Trouble in Disneyland

A measles outbreak has spread from the California theme park

January 20, 2015

Visitors walk towards the Magic Castle at Disneyland Park in Anaheim, California.

People from all over the world visit Disneyland to have fun, not to get sick. But last week, an outbreak of measles spread from the Southern California theme park. As of Monday, January 19, at least 52 people have contracted the highly contagious respiratory illness.

Airborne illnesses like measles spread easily in crowded places like amusement parks.

Airborne illnesses like measles spread easily in crowded places like amusement parks.

A Rise in Numbers

The majority of the reported cases of measles are from people who visited the park last month. According to the California Department of Public Health, the outbreak exposure period, or the time in which people were exposed to the illness, at Disneyland occurred from December 17-20. All cases of measles from this exposure should have occurred by January 10, 2015.

Other cases are a result of exposure to infected park visitors. Officials believe the cause of the outbreak is likely someone who caught measles abroad and visited Disneyland, but this has yet to be confirmed. However, in 2014, California had its highest measles infection rate in nearly two decades. There were 66 cases of measles reported in the state—23 of them in Orange County, where Disneyland is located.

Measles was declared eliminated from the U.S. in 2000 by the Centers for Disease Control and Prevention (CDC). But a new surge of the illness has hit the country over the past decade. The U.S. recorded a total of 610 cases in 2014. No new cases have been identified in guests who visited Disneyland after December 20.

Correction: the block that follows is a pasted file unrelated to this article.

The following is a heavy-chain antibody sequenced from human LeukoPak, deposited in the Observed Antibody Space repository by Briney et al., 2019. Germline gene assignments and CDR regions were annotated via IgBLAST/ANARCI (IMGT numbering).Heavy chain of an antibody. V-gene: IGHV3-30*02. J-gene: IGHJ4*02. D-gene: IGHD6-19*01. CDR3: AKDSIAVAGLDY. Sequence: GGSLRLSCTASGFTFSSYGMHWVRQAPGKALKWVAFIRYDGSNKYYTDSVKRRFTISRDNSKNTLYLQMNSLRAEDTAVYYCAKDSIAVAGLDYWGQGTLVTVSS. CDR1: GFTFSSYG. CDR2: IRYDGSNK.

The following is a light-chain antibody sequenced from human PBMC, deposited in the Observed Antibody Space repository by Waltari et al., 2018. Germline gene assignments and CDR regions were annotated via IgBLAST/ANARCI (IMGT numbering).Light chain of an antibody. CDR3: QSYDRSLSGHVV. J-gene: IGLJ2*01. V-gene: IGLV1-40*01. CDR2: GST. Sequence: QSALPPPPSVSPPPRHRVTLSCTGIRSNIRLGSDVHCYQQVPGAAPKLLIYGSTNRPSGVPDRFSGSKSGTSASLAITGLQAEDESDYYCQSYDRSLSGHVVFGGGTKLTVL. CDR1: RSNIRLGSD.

Stopping the Sickness

Measles spreads very easily. It can be contracted from coughing and sneezing. Crowded areas like theme parks are especially susceptible to its spread.

The illness starts with a fever and develops into symptoms including a cough, runny nose, red eyes and a blotchy rash. About three out of ten people infected with measles will develop another health complication, including an ear infection or pneumonia.

According to CDC, the best way to prevent measles is to get the measles-mumps-rubella (MMR) vaccine. An unvaccinated person is 35 times more likely to catch measles than someone who received a vaccination. 

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